Tuesday, June 2, 2015

Happy Birthday, Teacher!



If you are like most teachers I know,
you receive, on some level, gifts from students and parents.
But what makes a great teacher gift?



I will share with you some ideas that, for me, are perfect teacher gifts.

My favorite gifts are not the expensive presents that parents buy for teachers,
but the heartfelt gifts that come from the students themselves.

Stories abound about jewelry and perfume and other "used" items that students have gifted to their teachers.  These for me are the truly the special gifts because they come from the student's heart.  They want to share or give you something that means something to them, and maybe their family does not have the means to buy gifts for the teacher, no matter how much they love or appreciate her or him.  They put heartfelt thought into finding something because the come from the heart.g they think you will like that they already have or something that is special to them.  These gifts touch my heart. 

I once had a young lady named Stacy in my 3rd grade class.  Stacy had had a rough life and was living with her grandparents who had very little money to spare.  Stacy knew I loved frogs and would make it a point to look for little froggy things at yard sales, etc.  Her grandmother told me that she
 would always use her own money to buy these items for me; little plaques, key-chains, stuffed animals, and such.  She was so happy when she presented me with these little gifts and I always made a big deal about how much they meant to me.  Many years later, and no longer a collector of frogs, I still have some of these small trinkets saved because they remind me of Stacy's generous heart.


The drawings and notes I receive from students are all kept in a binder of my "Love Notes" or tacked to my wall or bulletin board to show that I am proud of their gift.

 

Just about everybody loves flowers.  I know I do, but I especially appreciate the little gestures:  the dandelions and weed flowers found on the playground and brought to me during or after recess, the roses picked from a garden on their way to school, hopefully from theirs.  If you ever see a child picking a flower from your garden, (as long as they are not vandalizing it!) let it go and know they want to give that flower to someone special.  Teachers (and moms) treat these flower gifts the same as you would a dozen roses.  Admire them, put them in a vase or jar on your desk.  That child is giving something of him or herself with that flower.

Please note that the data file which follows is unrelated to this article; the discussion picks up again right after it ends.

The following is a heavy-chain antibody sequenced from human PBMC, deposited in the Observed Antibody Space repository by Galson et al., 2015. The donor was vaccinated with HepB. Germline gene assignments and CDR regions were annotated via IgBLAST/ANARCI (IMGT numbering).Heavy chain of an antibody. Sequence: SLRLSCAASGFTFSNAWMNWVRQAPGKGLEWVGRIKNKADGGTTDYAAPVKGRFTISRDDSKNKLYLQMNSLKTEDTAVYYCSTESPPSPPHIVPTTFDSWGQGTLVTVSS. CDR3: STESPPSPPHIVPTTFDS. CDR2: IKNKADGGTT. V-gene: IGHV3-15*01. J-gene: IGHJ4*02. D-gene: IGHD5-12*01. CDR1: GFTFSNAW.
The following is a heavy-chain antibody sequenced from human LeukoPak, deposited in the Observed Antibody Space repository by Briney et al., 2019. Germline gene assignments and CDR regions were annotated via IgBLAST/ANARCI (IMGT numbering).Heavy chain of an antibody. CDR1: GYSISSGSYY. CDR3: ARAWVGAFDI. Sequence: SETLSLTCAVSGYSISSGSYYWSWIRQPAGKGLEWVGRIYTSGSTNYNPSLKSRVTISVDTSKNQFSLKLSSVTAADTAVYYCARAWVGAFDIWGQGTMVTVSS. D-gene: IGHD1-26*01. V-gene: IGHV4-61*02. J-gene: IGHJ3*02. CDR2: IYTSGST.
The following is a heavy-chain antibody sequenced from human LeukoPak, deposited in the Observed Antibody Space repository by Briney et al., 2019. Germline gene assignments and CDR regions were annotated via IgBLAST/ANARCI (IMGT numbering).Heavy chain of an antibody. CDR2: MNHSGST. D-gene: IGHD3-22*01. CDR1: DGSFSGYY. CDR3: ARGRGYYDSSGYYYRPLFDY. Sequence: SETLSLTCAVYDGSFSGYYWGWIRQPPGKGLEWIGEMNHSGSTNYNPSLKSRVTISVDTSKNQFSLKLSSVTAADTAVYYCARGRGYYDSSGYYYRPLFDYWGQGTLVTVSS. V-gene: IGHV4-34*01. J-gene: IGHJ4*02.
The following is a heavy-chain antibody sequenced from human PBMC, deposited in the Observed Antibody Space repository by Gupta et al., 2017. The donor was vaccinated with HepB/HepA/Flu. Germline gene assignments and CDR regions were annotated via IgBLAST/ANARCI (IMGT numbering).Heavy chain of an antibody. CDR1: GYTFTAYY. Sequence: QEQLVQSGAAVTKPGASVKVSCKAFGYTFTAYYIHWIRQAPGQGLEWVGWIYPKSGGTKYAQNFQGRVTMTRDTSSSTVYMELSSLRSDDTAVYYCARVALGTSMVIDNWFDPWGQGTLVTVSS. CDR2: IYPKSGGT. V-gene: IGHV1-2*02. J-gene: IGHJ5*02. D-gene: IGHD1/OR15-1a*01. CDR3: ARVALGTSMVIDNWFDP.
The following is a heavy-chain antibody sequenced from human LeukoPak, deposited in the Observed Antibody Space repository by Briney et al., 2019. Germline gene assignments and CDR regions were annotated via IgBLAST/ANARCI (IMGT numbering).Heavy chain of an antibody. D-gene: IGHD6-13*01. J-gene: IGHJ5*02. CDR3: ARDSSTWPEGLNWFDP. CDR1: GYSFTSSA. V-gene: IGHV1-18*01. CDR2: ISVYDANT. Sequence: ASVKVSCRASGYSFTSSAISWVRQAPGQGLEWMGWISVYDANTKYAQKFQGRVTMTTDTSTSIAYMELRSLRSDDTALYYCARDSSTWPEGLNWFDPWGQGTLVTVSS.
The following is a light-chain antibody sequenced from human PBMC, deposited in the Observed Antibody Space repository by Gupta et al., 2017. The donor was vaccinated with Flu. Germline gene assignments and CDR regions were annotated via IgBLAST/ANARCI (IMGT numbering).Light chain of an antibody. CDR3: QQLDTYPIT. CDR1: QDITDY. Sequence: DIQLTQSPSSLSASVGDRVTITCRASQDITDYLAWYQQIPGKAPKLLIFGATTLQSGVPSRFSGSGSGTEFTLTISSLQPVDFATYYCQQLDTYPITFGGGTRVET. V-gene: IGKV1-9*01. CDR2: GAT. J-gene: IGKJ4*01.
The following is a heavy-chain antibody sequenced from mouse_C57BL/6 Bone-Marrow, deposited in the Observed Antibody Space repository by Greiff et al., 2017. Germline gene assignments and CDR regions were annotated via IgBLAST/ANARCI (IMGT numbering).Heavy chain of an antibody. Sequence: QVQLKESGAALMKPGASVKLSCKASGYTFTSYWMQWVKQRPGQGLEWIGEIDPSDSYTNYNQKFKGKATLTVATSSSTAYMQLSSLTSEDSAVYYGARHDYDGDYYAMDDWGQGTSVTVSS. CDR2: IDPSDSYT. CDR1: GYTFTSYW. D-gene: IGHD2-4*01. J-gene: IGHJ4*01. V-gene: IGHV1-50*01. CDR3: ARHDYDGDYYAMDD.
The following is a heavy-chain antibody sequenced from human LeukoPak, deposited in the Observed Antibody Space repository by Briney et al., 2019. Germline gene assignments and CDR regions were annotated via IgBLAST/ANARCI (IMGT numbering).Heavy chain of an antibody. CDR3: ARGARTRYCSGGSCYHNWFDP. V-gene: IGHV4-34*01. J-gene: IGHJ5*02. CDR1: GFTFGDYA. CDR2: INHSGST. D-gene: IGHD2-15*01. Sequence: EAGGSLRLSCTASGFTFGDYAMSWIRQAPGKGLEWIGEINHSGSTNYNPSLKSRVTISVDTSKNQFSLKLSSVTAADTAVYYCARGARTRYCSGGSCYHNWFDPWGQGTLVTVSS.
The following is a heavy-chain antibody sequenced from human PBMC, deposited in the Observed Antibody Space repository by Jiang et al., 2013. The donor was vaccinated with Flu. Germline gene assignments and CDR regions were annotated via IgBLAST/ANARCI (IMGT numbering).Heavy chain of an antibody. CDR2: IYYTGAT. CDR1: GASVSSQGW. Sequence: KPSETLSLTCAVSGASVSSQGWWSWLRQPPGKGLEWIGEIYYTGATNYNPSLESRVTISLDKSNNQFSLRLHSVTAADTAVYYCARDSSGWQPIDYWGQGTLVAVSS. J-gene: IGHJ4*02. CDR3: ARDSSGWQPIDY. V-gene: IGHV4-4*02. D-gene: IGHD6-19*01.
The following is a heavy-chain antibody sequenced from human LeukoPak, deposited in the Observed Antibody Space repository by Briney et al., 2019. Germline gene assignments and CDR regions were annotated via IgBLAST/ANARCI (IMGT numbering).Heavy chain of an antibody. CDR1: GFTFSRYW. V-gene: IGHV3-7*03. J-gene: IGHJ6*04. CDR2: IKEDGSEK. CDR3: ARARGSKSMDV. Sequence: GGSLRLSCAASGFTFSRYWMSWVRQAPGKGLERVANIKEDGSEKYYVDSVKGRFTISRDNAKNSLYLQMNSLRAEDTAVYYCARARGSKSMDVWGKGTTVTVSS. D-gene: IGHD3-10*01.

Now, don't get me wrong, I like "nice" gifts too.  Gift cards for Amazon, bookstores, coffee, and fast food restaurants in the area (for when I get time to go out to lunch ;) ) are much-appreciated! 



But what means the most are cards and notes of genuine appreciation!  They make up for the negative notes, phone calls,  and comments and can very often brighten an otherwise challenging day.

The token gifts, coffee mugs, etc. are OK.  And while I appreciate the thought behind baked goods, unless I know the person very well that is doing the giving, I do not usually eat them (although I do thank the child that brings it in!)  

Ultimately, if you are going to give a teacher a gift, make it count.
It doesn't have to cost a lot to really matter.
What counts is the thought behind the gift.

So no matter how tacky, broken, 
used or ugly something may be, 
if it is given to you by a child, 
know that it comes from the heart, 
and accept it with your open one.


What's the best gift most meaningful gift 
you ever received from a student or parent?
I'd love to hear about it!

If you haven't already done so make sure you enter to win the fabulous birthday prize pack from Ashley at Teaching in the Net!

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1 comment :

  1. These birthday gifts for teachers are way too amazing. Thanks for the ideas. I always love stopping by your blog to read such stuff. Well, I need some help in finding some rooftop party places in the Bronx . If you have any suggestions then please provide!

    ReplyDelete

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